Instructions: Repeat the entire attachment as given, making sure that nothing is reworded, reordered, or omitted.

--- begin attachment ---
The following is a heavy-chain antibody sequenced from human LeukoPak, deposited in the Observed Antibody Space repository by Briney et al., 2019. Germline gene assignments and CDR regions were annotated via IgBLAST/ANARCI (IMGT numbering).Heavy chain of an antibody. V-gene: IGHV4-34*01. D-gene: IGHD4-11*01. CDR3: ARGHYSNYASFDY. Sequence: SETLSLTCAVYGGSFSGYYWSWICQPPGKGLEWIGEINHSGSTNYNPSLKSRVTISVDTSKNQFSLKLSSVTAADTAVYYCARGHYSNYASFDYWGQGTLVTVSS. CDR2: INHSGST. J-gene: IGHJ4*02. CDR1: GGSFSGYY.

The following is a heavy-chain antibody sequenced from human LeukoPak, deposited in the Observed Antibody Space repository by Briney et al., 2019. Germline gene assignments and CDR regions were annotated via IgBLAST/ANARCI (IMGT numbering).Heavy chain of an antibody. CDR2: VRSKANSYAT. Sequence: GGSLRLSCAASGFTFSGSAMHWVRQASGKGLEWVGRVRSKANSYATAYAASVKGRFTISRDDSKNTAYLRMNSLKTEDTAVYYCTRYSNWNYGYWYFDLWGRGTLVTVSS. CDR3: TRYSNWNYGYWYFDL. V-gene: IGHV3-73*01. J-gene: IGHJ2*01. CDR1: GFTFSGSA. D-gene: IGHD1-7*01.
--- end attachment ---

The following is a heavy-chain antibody sequenced from human LeukoPak, deposited in the Observed Antibody Space repository by Briney et al., 2019. Germline gene assignments and CDR regions were annotated via IgBLAST/ANARCI (IMGT numbering).Heavy chain of an antibody. V-gene: IGHV4-34*01. D-gene: IGHD4-11*01. CDR3: ARGHYSNYASFDY. Sequence: SETLSLTCAVYGGSFSGYYWSWICQPPGKGLEWIGEINHSGSTNYNPSLKSRVTISVDTSKNQFSLKLSSVTAADTAVYYCARGHYSNYASFDYWGQGTLVTVSS. CDR2: INHSGST. J-gene: IGHJ4*02. CDR1: GGSFSGYY.

The following is a heavy-chain antibody sequenced from human LeukoPak, deposited in the Observed Antibody Space repository by Briney et al., 2019. Germline gene assignments and CDR regions were annotated via IgBLAST/ANARCI (IMGT numbering).Heavy chain of an antibody. CDR2: VRSKANSYAT. Sequence: GGSLRLSCAASGFTFSGSAMHWVRQASGKGLEWVGRVRSKANSYATAYAASVKGRFTISRDDSKNTAYLRMNSLKTEDTAVYYCTRYSNWNYGYWYFDLWGRGTLVTVSS. CDR3: TRYSNWNYGYWYFDL. V-gene: IGHV3-73*01. J-gene: IGHJ2*01. CDR1: GFTFSGSA. D-gene: IGHD1-7*01.